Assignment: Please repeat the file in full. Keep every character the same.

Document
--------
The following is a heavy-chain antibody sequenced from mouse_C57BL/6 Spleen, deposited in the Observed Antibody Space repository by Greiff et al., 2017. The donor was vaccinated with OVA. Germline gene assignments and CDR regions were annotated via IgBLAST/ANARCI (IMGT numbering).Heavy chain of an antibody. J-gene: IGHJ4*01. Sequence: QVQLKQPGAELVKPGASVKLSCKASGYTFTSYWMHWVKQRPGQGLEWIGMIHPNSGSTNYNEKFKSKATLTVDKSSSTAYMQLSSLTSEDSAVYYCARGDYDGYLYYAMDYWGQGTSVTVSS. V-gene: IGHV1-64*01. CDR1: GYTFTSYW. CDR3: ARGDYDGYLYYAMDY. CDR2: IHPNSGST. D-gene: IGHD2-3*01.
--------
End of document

The following is a heavy-chain antibody sequenced from mouse_C57BL/6 Spleen, deposited in the Observed Antibody Space repository by Greiff et al., 2017. The donor was vaccinated with OVA. Germline gene assignments and CDR regions were annotated via IgBLAST/ANARCI (IMGT numbering).Heavy chain of an antibody. J-gene: IGHJ4*01. Sequence: QVQLKQPGAELVKPGASVKLSCKASGYTFTSYWMHWVKQRPGQGLEWIGMIHPNSGSTNYNEKFKSKATLTVDKSSSTAYMQLSSLTSEDSAVYYCARGDYDGYLYYAMDYWGQGTSVTVSS. V-gene: IGHV1-64*01. CDR1: GYTFTSYW. CDR3: ARGDYDGYLYYAMDY. CDR2: IHPNSGST. D-gene: IGHD2-3*01.